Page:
The Appearance to the Disciples
Fr. Denny Lucas, SVD, in his homily (Bible Diary 2008), said: “A person can read the whole Bible, study the best of theologians and listen to the most persuasive of preachers without coming to faith.”
Today’s gospel passage contains only seven verses but it mentions ‘faith’ for four times. Particularly, Jesus scolds his apostles because of their unbelief and stubborn hearts. And so therefore let us reflect about faith. Jesus gives us the gift of faith to know Him more personally and to understand the mystery of His death and resurrection. But is faith something you ‘have’ or something you ‘do’? Many of us may think we have faith because we were born to Catholic parents who saw to it that we were baptized as infants. Faith doesn’t appear to be difficult because we use this so fluently and so often. But try to look at it and tell me what it means. If I ask no question about your answer, we may think the matter is clear but if I ask a second or a third question we are both in the depths. It is because our faith is unfathomable. It is a fact that God cannot be our ‘possession’ like we possess other things. It is the other way around, we are possessed by God.
Today is Saturday and we are about to end the first week of Easter. I will ask you to focus our attention to the mission that Christ has given to us as His Church. He says: “Go into the whole world and proclaim the gospel to every creature,” (v.15). He commissions us first when we were baptized, later when we received the Sacrament of Confirmation and other moments more specifically to be the ones to go into the “whole world.” It is because we are not parasites that simply absorb the grace coming from God without any apostolic zeal. Our apostolic work is our ‘payment’ for the space that we have occupied in this world. We exist to evangelize. Somebody said that we pray so that we can give all of the received graces back to souls in the form of love: to our family and friends and all those people whom God may put in our path. Pope Benedict XVI gives us guidance too about being sent into the world and proclaimed the gospel. In his homily for the Conclusion of the Year of the Eucharist (Oct. 23, 2005), he says: “Eucharistic spirituality must be the interior motor of every activity and no dichotomy is acceptable between faith and life in the mission of spreading the spirit of Christianity in the world.”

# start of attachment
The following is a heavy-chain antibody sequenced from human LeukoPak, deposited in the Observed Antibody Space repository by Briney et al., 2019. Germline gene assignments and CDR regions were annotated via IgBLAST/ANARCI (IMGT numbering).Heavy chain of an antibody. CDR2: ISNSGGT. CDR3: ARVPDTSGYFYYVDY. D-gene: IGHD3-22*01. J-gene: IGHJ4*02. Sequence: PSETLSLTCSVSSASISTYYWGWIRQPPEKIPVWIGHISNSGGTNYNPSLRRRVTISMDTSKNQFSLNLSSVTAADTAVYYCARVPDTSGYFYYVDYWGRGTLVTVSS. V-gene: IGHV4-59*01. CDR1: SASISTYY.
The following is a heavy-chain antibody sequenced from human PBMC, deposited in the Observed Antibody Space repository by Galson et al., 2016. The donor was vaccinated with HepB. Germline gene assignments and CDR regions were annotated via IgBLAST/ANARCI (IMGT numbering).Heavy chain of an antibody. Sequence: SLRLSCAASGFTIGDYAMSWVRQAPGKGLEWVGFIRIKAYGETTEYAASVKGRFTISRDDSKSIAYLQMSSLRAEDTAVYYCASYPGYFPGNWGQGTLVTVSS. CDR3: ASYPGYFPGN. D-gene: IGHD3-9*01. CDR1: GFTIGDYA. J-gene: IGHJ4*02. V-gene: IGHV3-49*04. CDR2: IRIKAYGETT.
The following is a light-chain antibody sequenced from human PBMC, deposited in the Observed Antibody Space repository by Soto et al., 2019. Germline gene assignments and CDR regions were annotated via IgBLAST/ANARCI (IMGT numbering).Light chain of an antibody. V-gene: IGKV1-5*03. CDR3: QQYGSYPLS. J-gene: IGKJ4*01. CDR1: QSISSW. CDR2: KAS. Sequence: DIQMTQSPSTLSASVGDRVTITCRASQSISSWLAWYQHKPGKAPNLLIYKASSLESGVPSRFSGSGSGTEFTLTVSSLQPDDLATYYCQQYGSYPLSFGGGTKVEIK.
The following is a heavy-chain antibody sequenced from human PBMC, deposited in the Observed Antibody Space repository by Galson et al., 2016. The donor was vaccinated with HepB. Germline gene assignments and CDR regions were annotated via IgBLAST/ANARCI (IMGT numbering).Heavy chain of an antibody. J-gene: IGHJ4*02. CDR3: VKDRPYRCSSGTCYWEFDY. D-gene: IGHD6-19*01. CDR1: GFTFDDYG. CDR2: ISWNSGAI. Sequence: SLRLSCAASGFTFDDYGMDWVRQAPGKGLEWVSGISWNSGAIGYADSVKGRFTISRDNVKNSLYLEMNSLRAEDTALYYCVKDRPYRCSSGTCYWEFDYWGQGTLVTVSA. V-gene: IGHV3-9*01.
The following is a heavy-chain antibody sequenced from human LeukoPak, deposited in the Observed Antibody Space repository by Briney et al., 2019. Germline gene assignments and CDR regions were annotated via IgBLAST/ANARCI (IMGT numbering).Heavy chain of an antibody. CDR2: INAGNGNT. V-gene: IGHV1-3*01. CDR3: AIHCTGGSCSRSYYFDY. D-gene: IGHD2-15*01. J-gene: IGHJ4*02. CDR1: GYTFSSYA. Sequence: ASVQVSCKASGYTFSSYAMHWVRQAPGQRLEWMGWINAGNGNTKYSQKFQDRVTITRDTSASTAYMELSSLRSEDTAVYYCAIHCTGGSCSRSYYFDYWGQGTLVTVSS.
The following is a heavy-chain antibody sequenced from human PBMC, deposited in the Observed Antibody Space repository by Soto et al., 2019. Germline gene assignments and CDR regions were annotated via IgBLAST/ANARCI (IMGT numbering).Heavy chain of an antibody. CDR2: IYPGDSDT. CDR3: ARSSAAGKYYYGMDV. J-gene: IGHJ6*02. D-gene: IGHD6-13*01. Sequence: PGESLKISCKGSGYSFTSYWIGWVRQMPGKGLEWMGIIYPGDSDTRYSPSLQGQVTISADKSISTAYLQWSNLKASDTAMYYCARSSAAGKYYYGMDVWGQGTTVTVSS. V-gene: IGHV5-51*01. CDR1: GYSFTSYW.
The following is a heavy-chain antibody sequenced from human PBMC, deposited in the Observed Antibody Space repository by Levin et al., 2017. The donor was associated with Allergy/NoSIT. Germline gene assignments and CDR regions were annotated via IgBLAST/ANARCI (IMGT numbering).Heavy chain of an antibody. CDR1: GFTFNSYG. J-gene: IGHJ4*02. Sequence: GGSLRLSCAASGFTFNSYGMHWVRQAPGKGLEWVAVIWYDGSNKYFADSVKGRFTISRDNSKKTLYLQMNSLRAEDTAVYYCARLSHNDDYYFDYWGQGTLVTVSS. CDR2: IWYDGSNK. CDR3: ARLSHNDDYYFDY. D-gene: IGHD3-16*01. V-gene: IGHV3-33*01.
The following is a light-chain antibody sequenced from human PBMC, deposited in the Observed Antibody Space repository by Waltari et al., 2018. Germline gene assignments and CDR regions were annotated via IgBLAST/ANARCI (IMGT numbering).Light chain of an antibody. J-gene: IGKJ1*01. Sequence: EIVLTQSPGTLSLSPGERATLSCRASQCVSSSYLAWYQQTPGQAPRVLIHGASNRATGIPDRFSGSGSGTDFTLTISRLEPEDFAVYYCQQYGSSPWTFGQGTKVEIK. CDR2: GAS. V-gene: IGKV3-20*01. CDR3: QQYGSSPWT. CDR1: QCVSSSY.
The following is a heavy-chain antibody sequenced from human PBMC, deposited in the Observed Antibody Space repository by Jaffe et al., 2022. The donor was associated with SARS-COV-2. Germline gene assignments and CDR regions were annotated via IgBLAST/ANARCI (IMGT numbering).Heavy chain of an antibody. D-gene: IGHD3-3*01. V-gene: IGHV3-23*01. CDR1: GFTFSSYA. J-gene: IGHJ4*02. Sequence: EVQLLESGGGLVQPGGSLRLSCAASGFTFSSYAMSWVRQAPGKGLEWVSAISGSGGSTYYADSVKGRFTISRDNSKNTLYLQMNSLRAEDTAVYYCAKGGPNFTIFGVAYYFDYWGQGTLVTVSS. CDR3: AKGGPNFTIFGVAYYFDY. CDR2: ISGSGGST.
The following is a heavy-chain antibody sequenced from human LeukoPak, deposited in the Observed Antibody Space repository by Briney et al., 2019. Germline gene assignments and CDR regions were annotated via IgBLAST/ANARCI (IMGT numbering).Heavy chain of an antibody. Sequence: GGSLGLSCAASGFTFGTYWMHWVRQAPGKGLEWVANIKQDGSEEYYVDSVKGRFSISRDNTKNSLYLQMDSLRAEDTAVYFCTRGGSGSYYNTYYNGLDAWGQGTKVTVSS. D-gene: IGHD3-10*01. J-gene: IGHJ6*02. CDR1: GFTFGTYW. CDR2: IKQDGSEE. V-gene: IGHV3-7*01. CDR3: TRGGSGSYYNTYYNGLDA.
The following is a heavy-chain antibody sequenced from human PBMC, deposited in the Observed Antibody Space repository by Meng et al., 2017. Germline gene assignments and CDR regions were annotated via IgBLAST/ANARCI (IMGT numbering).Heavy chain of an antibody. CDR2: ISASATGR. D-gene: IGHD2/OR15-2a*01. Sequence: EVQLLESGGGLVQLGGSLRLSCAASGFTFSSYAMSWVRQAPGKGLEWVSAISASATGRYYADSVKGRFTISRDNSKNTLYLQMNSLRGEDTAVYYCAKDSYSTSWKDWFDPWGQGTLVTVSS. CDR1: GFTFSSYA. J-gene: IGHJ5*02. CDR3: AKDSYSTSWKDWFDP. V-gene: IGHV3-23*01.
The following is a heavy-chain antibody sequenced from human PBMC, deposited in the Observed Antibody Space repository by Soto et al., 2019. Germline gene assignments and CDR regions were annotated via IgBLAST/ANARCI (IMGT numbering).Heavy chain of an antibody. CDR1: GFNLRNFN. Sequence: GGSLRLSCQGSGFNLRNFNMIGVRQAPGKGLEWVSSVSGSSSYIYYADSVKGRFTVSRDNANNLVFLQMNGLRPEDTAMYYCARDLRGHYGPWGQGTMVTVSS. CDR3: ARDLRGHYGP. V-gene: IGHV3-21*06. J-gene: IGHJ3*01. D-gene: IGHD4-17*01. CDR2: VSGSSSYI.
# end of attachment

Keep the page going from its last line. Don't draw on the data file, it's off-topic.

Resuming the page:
But first we must believe in order to give witness and pass on the Gospel to others. There are obstacles to our own living of faith. One could be our pride. Like the disciples, they give little importance to Mary’s words that she had seen Jesus alive after His death because she is just a woman and noted for her demonized living and above all because of their pride. Other one could be self-pity that always closes us off from the openness of faith and therefore very few can reach us. In this sense only very few souls can be reached by us. And the other one is that our charity must have been gradually weakened. It is because when love fails, we become more attached to ourselves, to our own desires and less willing to trust. Do we make excuses or limit what we do to proclaim Christ to others?
At the end let us reflect too these words from St. Augustine. He said: “Faith is to believe what we do not see and the reward of faith is to see what we believe.”
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